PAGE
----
Smoking cigarettes for females can lead to a variety of ongoing complications in the body, as well as long-term effects on your body systems. While smoking can increase your risk of a variety of problems over several years, some of the bodily effects are immediate
There’s no safe way to smoke and according to the American Lung Association, Cigarettes contain about 600 ingredients, many of which can also be found in cigars and hookahs. When these ingredients burn, they generate more than 7,000 chemicals. Hundreds of them are poisonous, toxic and about 70 can cause cancer.
9 Harmful Effects of Cigarette Smoking
Chiefly, smoking affects the respiratory and circulatory systems, but the reproductive system, the skin, and the eyes are later affected. It also increases the risk of many different cancers.
Below are the long-term effects of smoking cigarettes for Females;
Damage to the lungs
Nicotine induces formation of oxygen radicals which damages the airways and air sacs — known as alveoli — in the lungs. At the same time nicotine reduces the antioxidant capacity of the lungs. People who smoke are at higher risk for chronic nonreversible lung conditions such as:
- Lung cancer
- Chronic obstructive pulmonary disease (COPD)
- Chronic bronchitis
Chemicals in cigarettes can increase the buildup of plaque in the blood vessels, which leads to atherosclerosis. Smoking increases blood pressure within blood vessels, weakens blood vessel walls, and increases blood clots. Together, this raises your risk of;
- Peripheral artery disease
- Heart attacks
- Chest pains.
For females, smoking damage the female’s reproductive system and make it more difficult to get pregnant. It also increases the risk of child malformations and complications at birth.
Smoking weakens a person’s immune system, making them more susceptible to illness. It can also cause additional inflammation in the body.
Smoking increases your risk of age-related macular degeneration, the main cause of blindness in Adults about 65 years.
Smoking causes type 2 diabetes, with the risk of developing diabetes 30 to 40% higher for active smokers than non-smokers. Smoking may also worsen some of the health conditions related to type 1 diabetes, such as kidney disease.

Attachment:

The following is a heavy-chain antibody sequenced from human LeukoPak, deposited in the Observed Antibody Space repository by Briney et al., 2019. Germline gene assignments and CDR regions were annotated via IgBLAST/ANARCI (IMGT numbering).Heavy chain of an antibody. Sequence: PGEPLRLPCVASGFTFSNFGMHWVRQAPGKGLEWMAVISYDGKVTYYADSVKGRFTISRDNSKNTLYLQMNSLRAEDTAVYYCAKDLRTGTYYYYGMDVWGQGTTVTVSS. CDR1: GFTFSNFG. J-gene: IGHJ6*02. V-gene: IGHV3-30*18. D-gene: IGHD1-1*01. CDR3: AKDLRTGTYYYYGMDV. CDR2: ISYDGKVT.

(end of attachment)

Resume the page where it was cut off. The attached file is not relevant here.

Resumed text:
In addition to causing lung cancer, smoking can cause cancer almost anywhere on the body. This includes the lips, tongue, mouth, nose, breast, oesophagus, throat, voice box, stomach, liver, kidney, pancreas, prostate, bladder, blood, cervix, vulva, penis and anus.
Affects the Integumentary System (skin, hair, and nails)
The easiest effect of smoking that can be seen is changes on the skin. Substances in tobacco smoke actually changes the structure of your skin there by causing wrinkles. A recent study has shown that smoking dramatically increases the risk of squamous cell carcinoma (skin cancer).
Your finger nails and toe nails aren’t immune from the effects of smoking. Smoking increases the likelihood of fungal nail infections. Hair is also affected by nicotine. An older study found it increases hair loss, balding, and graying.
Smoking affects your oral health. People who smoke are at a higher risk of developing mouth cancer (oral), gum problems, losing teeth, decay on the roots of teeth, and complications after tooth removal and gum and oral surgery.
Periodontitis-a gum infection that destroys the bone that supports the teeth. It is a major cause of tooth loss in adults.
The best way to avoid getting the harmful effects of smoking is to never start. If you do smoke, quitting as soon as possible can prevent or reverse health problems.